RV Maintenance 101: Calculating Your RV Roof Reseal Cost

RVs are a unique creation: part vehicle, part living space, and all of it requires routine maintenance and care that can be quite different from that of a car or a permanent structure. Even mobile homes, which are often similar to RVs in roofing materials and styles, still use different products and materials. That’s why the first step on your RV maintenance checklist should be to educate yourself on the proper materials and methods for handling things like the roof of your RV.

Resealing an RV roof is a standard part of maintenance that can give your roof years of additional life. Those who have EPDM rubber roofs don’t need to worry about this process because EPDM roofs are maintenance-free when applied correctly, aside from the occasional washing. Over time, however, it may be necessary to fill in cracks, replace worn or damaged seals, or even reseal the entire roof for a fresh start. The cost of the process will vary significantly, depending on a number of factors.

Do It Yourself to Save

Professional RV shops and dealerships do provide a number of maintenance services, including resealing. However, most places will charge over $1,000 for the job, with larger RVs requiring an estimated $1,500 to $2,000 for a full reseal. You can cut your RV roof reseal cost significantly by doing the work yourself. If you have the time, the tools and materials that you need are reasonably affordable on their own. Keep in mind that with the estimated costs provided here, the majority of the charge is in labor (many shops and dealerships charge $80-$100 per man hour). Doing the work yourself can cut the bill down to about 1/3 of what they charge.

How Big is Your RV?

As mentioned above, the larger the RV, the larger the cost of maintenance services like resealing. Even if you do the work yourself, your RV roof reseal cost is going to be affected by how big of a roof you have to reseal. Also factored into this is the style of RV roof you have, as well as how many fixtures are on it. If you’re dealing with a vent, air conditioner, satellite dish, skylight, and every other possible roof fixture, you are going to spend a lot more time and money on the sealing process, regardless of who does the work.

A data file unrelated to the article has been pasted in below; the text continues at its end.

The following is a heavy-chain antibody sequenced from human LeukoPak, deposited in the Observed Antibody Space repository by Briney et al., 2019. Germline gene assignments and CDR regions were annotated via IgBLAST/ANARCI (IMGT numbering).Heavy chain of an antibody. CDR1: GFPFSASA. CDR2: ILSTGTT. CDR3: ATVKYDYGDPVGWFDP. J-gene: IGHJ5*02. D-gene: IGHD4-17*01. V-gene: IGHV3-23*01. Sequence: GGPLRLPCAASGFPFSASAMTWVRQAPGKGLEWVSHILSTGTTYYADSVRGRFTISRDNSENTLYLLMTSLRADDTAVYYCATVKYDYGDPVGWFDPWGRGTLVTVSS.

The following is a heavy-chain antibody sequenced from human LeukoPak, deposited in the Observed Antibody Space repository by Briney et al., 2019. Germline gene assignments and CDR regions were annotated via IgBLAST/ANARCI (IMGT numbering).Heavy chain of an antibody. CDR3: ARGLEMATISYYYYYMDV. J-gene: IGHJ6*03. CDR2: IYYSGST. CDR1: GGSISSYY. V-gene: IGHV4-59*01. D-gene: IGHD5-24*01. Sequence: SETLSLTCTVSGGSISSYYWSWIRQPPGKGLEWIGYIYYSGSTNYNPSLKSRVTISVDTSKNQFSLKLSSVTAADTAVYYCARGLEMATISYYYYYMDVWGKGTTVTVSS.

Don’t Cheap Out

Keep in mind that you get what you pay for with RV resealing, as with any professional service. This is a laborious process that involves removing all of the old sealant. That part can take hours, because a careful hand is required to remove the caulk or adhesive without damaging the fixtures or the roof itself. Remember that while a quote might seem expensive, these people really are putting in a lot of work.

On the same hand, when you do the work yourself, you have to do it right. You could save a lot of time by just caulking over the old seals, but that isn’t doing anyone any favors. All that will do is make it even harder to scrape and prep whenever you finally do get around to resealing the entire RV roof. You might spend 15 or 20 hours prepping and resealing your own roof, but you can save a fortune on labor costs and know that the job is done right.

There are a lot of elements that go into determining the average RV roof reseal cost. Materials, the size of your RV, and who is doing the work are going to have the biggest impact. Be sure to ask around and find out what others in your area are spending, and how they are saving, by making the most of DIY roof resealing.

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